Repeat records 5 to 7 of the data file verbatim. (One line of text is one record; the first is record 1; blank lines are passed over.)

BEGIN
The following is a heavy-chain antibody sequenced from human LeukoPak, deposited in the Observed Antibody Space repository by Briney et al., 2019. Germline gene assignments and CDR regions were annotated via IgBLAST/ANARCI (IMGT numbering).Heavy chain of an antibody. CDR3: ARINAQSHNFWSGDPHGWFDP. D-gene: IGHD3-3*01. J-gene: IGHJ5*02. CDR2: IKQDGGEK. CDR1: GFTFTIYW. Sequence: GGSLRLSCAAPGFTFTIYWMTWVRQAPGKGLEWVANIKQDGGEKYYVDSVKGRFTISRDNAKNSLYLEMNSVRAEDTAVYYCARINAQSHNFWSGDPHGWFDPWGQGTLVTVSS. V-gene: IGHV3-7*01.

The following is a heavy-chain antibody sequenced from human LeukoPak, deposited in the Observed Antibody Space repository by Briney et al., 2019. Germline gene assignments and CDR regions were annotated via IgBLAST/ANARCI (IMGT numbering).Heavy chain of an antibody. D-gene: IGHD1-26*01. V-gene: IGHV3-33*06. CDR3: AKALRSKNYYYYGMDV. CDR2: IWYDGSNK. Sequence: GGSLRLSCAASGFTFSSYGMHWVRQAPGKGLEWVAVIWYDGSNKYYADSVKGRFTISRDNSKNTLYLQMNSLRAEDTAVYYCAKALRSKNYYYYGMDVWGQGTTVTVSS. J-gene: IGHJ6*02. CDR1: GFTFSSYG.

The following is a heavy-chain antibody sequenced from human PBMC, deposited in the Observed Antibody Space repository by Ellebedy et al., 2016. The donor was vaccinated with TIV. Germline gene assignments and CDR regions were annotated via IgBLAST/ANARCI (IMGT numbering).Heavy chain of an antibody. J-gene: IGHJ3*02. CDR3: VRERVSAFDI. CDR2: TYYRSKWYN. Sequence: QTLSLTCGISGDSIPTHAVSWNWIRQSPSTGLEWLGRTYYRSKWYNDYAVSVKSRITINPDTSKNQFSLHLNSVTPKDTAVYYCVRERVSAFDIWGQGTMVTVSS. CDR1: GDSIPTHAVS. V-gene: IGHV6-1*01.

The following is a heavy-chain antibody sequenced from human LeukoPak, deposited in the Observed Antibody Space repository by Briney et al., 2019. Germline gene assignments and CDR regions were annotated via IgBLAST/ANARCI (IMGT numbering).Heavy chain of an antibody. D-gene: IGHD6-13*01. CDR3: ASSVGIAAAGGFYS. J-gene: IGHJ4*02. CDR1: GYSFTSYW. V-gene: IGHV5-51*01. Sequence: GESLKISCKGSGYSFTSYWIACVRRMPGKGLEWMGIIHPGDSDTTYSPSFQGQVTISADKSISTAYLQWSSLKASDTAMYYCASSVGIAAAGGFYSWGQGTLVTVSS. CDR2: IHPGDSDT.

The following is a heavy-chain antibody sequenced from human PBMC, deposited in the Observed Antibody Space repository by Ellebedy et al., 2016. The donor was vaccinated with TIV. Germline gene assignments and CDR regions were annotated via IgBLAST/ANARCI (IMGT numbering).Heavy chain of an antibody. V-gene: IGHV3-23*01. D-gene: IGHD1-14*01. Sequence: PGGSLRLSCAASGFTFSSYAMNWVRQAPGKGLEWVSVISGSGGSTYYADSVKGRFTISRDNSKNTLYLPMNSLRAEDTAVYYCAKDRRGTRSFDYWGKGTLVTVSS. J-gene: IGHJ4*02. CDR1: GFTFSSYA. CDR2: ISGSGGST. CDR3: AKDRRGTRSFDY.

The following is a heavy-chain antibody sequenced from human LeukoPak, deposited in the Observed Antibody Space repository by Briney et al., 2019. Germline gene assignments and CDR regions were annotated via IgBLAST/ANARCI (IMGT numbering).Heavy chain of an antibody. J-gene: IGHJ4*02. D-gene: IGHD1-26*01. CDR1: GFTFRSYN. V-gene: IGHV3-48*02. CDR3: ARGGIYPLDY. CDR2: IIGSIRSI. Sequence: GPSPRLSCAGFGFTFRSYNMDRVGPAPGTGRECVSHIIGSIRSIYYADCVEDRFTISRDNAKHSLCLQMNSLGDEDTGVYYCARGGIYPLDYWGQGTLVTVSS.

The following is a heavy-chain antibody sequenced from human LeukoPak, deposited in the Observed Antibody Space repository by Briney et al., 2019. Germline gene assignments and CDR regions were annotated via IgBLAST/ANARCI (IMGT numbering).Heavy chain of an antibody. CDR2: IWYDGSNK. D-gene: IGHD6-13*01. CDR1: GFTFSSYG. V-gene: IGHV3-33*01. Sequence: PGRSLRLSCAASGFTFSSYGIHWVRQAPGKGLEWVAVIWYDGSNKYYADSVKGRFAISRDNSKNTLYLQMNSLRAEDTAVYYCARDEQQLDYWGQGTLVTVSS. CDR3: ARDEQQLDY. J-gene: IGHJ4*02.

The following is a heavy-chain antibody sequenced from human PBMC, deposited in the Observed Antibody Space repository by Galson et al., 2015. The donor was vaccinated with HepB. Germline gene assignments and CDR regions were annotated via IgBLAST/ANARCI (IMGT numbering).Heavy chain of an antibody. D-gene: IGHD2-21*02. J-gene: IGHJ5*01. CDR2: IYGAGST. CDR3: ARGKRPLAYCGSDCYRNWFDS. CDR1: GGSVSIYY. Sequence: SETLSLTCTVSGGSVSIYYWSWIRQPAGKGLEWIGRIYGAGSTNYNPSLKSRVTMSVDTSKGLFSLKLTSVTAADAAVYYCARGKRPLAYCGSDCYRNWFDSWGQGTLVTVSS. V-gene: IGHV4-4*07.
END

The following is a heavy-chain antibody sequenced from human PBMC, deposited in the Observed Antibody Space repository by Ellebedy et al., 2016. The donor was vaccinated with TIV. Germline gene assignments and CDR regions were annotated via IgBLAST/ANARCI (IMGT numbering).Heavy chain of an antibody. V-gene: IGHV3-23*01. D-gene: IGHD1-14*01. Sequence: PGGSLRLSCAASGFTFSSYAMNWVRQAPGKGLEWVSVISGSGGSTYYADSVKGRFTISRDNSKNTLYLPMNSLRAEDTAVYYCAKDRRGTRSFDYWGKGTLVTVSS. J-gene: IGHJ4*02. CDR1: GFTFSSYA. CDR2: ISGSGGST. CDR3: AKDRRGTRSFDY.

The following is a heavy-chain antibody sequenced from human LeukoPak, deposited in the Observed Antibody Space repository by Briney et al., 2019. Germline gene assignments and CDR regions were annotated via IgBLAST/ANARCI (IMGT numbering).Heavy chain of an antibody. J-gene: IGHJ4*02. D-gene: IGHD1-26*01. CDR1: GFTFRSYN. V-gene: IGHV3-48*02. CDR3: ARGGIYPLDY. CDR2: IIGSIRSI. Sequence: GPSPRLSCAGFGFTFRSYNMDRVGPAPGTGRECVSHIIGSIRSIYYADCVEDRFTISRDNAKHSLCLQMNSLGDEDTGVYYCARGGIYPLDYWGQGTLVTVSS.

The following is a heavy-chain antibody sequenced from human LeukoPak, deposited in the Observed Antibody Space repository by Briney et al., 2019. Germline gene assignments and CDR regions were annotated via IgBLAST/ANARCI (IMGT numbering).Heavy chain of an antibody. CDR2: IWYDGSNK. D-gene: IGHD6-13*01. CDR1: GFTFSSYG. V-gene: IGHV3-33*01. Sequence: PGRSLRLSCAASGFTFSSYGIHWVRQAPGKGLEWVAVIWYDGSNKYYADSVKGRFAISRDNSKNTLYLQMNSLRAEDTAVYYCARDEQQLDYWGQGTLVTVSS. CDR3: ARDEQQLDY. J-gene: IGHJ4*02.